Agnes Martin has become one of the greats in Modern Art from the last Fifty years. In 1977 the Stedelijk Museum published an excellent catalogue in which the quality of painting was obvious. Beautiful and impressive design by Wim Crouwel and one that is in worldwide demand because of its design and subject. Since then many catalogues were published on Martin but 2 stand out. The first is the one which was published for the Agnes Martin exhibition in the Josef Albers Museum / Quadrat Bottrop. The catalogue was published in such an excellent way that i had to have one myself for my own collection. The poster is even more special because it is an original silkscreen print in such delicate colour scheme that it reflects in the best way the quality of the work by Agnes Martin. The final book i would like to tell about is the Thomas Ammann Fine Art catalogue they published in 2008. Large sized book with excellent printing and impressive paintings by Martin. Buy these three titles at www.ftn-books.com and do not forget to take a look at the impressive poster made for the Quadrat exhibition when i will list this later this month at www.ftn-books.com.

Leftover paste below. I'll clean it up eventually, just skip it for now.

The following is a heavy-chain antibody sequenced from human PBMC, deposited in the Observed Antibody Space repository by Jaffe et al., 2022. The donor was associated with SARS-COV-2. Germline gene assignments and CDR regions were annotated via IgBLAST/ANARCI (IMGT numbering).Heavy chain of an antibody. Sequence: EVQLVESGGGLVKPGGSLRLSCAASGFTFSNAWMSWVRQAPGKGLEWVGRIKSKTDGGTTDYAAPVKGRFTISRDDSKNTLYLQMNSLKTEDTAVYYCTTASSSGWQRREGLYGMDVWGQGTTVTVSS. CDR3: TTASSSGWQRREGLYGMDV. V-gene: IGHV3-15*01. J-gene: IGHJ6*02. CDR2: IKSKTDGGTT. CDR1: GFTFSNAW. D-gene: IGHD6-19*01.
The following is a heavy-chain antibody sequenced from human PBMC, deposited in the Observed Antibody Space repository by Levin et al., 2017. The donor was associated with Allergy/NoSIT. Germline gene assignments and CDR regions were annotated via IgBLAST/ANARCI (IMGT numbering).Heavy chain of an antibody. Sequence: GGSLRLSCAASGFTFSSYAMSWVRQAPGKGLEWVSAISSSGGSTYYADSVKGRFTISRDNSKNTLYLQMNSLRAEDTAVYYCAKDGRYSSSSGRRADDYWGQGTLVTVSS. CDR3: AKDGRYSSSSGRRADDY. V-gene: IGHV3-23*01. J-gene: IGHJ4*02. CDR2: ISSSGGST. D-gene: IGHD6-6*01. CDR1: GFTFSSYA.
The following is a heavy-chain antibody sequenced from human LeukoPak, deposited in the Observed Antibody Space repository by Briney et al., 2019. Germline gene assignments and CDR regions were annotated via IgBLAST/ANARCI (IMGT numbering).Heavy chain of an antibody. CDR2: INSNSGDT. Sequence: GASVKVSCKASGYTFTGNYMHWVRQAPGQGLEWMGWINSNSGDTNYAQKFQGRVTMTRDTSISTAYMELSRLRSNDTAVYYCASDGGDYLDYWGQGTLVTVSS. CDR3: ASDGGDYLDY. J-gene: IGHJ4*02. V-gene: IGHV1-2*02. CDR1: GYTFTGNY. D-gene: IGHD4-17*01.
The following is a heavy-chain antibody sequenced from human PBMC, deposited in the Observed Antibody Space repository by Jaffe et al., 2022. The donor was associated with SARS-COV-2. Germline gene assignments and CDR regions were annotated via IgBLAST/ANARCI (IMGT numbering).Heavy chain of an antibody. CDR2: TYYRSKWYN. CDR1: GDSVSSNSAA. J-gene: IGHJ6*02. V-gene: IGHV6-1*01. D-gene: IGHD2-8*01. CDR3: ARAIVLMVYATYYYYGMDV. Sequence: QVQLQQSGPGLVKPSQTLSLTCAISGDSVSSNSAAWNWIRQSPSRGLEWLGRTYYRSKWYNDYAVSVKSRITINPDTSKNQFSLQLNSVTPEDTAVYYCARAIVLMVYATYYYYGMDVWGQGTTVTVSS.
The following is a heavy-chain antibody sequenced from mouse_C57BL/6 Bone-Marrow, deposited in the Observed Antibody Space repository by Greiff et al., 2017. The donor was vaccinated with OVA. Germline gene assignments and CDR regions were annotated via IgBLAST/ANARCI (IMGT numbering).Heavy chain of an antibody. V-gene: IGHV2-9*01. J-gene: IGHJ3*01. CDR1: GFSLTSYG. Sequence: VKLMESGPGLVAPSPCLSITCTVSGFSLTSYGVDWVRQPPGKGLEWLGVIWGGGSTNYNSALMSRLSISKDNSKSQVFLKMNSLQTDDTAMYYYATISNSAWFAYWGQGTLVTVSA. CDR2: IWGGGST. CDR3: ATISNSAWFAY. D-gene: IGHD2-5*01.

Artist/ Author: Oliver Boberg
Title : Memorial
Publisher: Oliver Boberg
Measurements: Frame measures 51 x 42 cm. original C print is 35 x 25 cm.
signed by Oliver Boberg in pen and numbered 14/20 from an edition of 20